To help you understand how our meetings may be accessible to the public, we have compiled some common questions and answers. We hope you find this information helpful. If you have further questions please email Executive_Office@nature.scot.
Who can be a public observer?
Public observers are those that attend a meeting but are not directly involved in the business of the meeting. Members of the public can ask for further information in advance of the meeting through contacting Executive Office. Notice of planned attendance by the public must be provided at least 48 hours prior to any Board meeting by e-mailing Executive_Office@nature.scot.
Can public observers take part in the meeting?
As a public observer, you will be able to listen to the business of the meeting, except when Official-Sensitive information is being discussed (see ‘Will I be able to listen to all the discussions?’ below for more details). However, you will not be able to participate in the discussions. So you won’t be able to ask questions, take part in voting or put your own views to the members of the meeting.
If I have any questions, who should I talk to?
A member of the Executive Office team will welcome the public observers as they arrive for the meeting. They will do their best to help you with practical questions about the running of the meeting and the facilities available. If they are unable to answer your question they may refer you to another member of staff.
How will the meeting run?
At the start of the meeting, there will be an introduction from the meeting Chair. The following items are usually discussed during the public part of the meeting:
- The agenda for the meeting.
- The minutes of the last meeting.
- Whether any Board member has a conflict of interest they need to declare.
- The Chair will then move on to the business of the meeting.
- There may be rare occasions when a meeting is entirely closed to public observers. This is because the Chair has decided that it will not be possible to conduct any business without referring to confidential information.
Who will be at the meeting?
In addition to the Chair and Board members, the following people may be present at meetings:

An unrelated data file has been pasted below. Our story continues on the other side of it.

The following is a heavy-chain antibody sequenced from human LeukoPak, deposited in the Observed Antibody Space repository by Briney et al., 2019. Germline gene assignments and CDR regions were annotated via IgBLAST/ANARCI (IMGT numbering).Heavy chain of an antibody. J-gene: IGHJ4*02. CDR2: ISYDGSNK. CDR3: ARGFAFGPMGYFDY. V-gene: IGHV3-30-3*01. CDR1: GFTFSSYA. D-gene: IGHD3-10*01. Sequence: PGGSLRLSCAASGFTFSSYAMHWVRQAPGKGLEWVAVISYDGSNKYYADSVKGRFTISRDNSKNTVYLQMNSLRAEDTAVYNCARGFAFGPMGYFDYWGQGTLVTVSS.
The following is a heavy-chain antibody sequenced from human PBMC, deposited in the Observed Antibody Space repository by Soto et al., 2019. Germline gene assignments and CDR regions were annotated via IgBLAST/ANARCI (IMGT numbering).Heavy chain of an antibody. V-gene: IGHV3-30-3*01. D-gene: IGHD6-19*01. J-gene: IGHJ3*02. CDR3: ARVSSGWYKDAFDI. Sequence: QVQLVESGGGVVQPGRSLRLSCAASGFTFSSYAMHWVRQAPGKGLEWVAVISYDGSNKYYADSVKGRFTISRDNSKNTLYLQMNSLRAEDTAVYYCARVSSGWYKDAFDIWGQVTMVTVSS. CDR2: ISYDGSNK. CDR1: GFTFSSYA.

- Senior members of staff who will speak, present or have authored the papers being considered at the meeting.
- A representative from Young Employee Panel
- External appointed committee members with relevant experience
- Members of staff involved in running and supporting the meeting.
What will the Board members talk about?
The agenda includes various papers, these can be for:
- Oral Updates
There are four key Board meetings in the year which discuss the Quarterly Performance reports these are clearly identified in the yearly schedule of meetings.
Will papers be provided for public attendees to follow the meeting?
The Board agenda is posted on the website, four weeks prior to each Board meeting. Papers, other than those marked Official Sensitive are made available to download five days in advance of the meeting. Agenda items may change prior to the meeting, with any changes reflected on the website agenda.
You are welcome to download these documents and bring them along to the meeting.
Titles of the Official-Sensitive papers items are visible and clearly marked on the website.
Will I be able to listen to all the discussions?
It depends on whether some of the information to discuss is marked as Official-Sensitive. If it is, then all public observers will be asked to leave the room while these closed session discussions take place. Board papers which may be dealt with in Closed Session (subject to the decision of the Chair, Deputy Chair(s) and Chief Executive) will be marked Official Sensitive and include:
- Papers relating to NatureScot’s policy advice to Government or to the Scottish Parliament(including Parliamentary Committees), where this is subject to further discussion with the Executive or has been asked for in confidence.
- Papers containing information, which is the subject of legal proceedings, for example, judicial review.
- Papers relating to appointments to the Committees where these refer to individuals.